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Yes, that's the way the :g command works. If you execute two :g commands after each other, do not be surprised, if they will be executed after each other :) So you need to do it in one single pass. For that match the lines with a single :g command and then execute the # depending on the line content with different ranges. Something like this should work: :g/...


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Be on a system with GNU Grep installed, then do: :w !grep -o 'pattern' The space between :w and !grep is important, because w!grep... means force-write to the file named grep ... even if it exists and is read-only. Without using an external tool, what we can do is use a Vi implementation with decent "undo powers", like Vim. Then simply edit the ...


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This is very simple. First, we set a mark at the bottom of the text. Let's use mark x: :$ma x Next, we transfer a copy of the lines we want to the bottom of the buffer: :g/xxx/,+3t$ Lastly, we delete lines 1 through to the mark: :1,'xd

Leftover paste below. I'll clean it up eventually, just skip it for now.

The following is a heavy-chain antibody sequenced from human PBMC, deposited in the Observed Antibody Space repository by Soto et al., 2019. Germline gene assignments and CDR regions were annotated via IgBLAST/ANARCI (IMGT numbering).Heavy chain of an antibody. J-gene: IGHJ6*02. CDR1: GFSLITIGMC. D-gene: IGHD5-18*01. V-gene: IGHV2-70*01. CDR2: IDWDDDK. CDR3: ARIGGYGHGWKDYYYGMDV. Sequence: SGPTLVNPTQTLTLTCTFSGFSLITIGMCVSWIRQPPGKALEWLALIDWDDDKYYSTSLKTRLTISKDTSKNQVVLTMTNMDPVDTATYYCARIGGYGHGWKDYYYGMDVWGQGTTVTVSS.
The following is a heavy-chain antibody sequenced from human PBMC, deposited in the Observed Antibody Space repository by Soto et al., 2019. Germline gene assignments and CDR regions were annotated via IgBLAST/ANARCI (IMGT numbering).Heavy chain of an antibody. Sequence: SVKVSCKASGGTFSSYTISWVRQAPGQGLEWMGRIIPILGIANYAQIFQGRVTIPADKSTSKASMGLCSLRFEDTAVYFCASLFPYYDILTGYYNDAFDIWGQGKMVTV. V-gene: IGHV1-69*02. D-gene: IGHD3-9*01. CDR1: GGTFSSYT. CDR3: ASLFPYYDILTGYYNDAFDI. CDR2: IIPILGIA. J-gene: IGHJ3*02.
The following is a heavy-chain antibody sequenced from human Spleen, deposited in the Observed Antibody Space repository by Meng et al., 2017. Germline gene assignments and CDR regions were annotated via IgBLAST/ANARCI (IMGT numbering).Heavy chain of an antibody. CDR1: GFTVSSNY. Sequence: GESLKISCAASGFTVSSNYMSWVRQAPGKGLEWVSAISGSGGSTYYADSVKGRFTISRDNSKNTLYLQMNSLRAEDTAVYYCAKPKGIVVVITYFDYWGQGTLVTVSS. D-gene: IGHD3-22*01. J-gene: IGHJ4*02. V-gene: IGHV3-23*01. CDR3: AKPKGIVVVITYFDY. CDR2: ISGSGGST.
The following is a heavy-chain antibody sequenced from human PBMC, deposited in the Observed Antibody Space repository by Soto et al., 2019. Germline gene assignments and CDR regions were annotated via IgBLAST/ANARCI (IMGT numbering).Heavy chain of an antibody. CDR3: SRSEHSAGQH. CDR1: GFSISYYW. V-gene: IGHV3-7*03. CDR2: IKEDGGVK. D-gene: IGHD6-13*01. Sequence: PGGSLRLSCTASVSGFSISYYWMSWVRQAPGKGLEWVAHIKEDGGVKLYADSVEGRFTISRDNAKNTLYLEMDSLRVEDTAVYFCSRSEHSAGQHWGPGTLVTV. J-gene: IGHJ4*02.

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Not sure if I've ever mentioned it on this site before, but I love macros! So, here's a solution that uses a recursive macro recording. The Solution Starting from the top of the file, type: qqqqqV/\v(\nxxx$|%$)<CR>d4+@qq@q ^^^^ Press "Return" here How it Works qqqqqV/\v(\nxxx$|%$)<CR>d4+@qq@q ...


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First clear the register x using normal mode qxq then delete the matched lines and 3 below it using append into register x. :g/^xxx/d X 4 then erase the whole buffer :%d then paste x back into the buffer "xP


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